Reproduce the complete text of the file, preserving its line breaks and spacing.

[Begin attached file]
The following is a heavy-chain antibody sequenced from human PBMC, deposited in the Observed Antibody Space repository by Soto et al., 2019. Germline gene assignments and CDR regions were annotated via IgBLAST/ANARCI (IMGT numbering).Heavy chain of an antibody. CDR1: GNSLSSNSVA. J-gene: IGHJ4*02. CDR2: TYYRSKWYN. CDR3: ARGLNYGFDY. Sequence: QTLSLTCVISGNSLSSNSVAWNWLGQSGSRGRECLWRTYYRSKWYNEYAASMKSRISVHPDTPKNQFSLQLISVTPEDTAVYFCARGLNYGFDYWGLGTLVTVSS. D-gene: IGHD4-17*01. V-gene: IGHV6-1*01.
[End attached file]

The following is a heavy-chain antibody sequenced from human PBMC, deposited in the Observed Antibody Space repository by Soto et al., 2019. Germline gene assignments and CDR regions were annotated via IgBLAST/ANARCI (IMGT numbering).Heavy chain of an antibody. CDR1: GNSLSSNSVA. J-gene: IGHJ4*02. CDR2: TYYRSKWYN. CDR3: ARGLNYGFDY. Sequence: QTLSLTCVISGNSLSSNSVAWNWLGQSGSRGRECLWRTYYRSKWYNEYAASMKSRISVHPDTPKNQFSLQLISVTPEDTAVYFCARGLNYGFDYWGLGTLVTVSS. D-gene: IGHD4-17*01. V-gene: IGHV6-1*01.